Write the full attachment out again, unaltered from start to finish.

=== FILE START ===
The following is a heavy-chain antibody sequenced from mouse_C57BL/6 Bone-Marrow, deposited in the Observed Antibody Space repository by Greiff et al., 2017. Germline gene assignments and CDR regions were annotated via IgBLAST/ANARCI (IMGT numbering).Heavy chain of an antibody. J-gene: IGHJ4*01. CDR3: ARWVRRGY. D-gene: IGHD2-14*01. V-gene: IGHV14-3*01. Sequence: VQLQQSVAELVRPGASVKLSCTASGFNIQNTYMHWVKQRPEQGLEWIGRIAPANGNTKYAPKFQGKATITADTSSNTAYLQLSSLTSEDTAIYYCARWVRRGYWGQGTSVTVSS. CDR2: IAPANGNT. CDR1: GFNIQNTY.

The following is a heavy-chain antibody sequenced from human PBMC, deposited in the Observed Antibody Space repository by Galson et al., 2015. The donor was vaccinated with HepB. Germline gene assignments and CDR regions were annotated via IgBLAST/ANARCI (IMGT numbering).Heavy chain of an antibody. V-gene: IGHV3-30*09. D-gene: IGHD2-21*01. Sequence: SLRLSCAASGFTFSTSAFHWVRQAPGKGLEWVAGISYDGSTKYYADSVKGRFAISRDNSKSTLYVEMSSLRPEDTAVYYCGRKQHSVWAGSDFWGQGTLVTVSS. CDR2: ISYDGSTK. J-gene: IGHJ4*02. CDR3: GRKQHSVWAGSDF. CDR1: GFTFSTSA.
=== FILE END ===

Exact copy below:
The following is a heavy-chain antibody sequenced from mouse_C57BL/6 Bone-Marrow, deposited in the Observed Antibody Space repository by Greiff et al., 2017. Germline gene assignments and CDR regions were annotated via IgBLAST/ANARCI (IMGT numbering).Heavy chain of an antibody. J-gene: IGHJ4*01. CDR3: ARWVRRGY. D-gene: IGHD2-14*01. V-gene: IGHV14-3*01. Sequence: VQLQQSVAELVRPGASVKLSCTASGFNIQNTYMHWVKQRPEQGLEWIGRIAPANGNTKYAPKFQGKATITADTSSNTAYLQLSSLTSEDTAIYYCARWVRRGYWGQGTSVTVSS. CDR2: IAPANGNT. CDR1: GFNIQNTY.

The following is a heavy-chain antibody sequenced from human PBMC, deposited in the Observed Antibody Space repository by Galson et al., 2015. The donor was vaccinated with HepB. Germline gene assignments and CDR regions were annotated via IgBLAST/ANARCI (IMGT numbering).Heavy chain of an antibody. V-gene: IGHV3-30*09. D-gene: IGHD2-21*01. Sequence: SLRLSCAASGFTFSTSAFHWVRQAPGKGLEWVAGISYDGSTKYYADSVKGRFAISRDNSKSTLYVEMSSLRPEDTAVYYCGRKQHSVWAGSDFWGQGTLVTVSS. CDR2: ISYDGSTK. J-gene: IGHJ4*02. CDR3: GRKQHSVWAGSDF. CDR1: GFTFSTSA.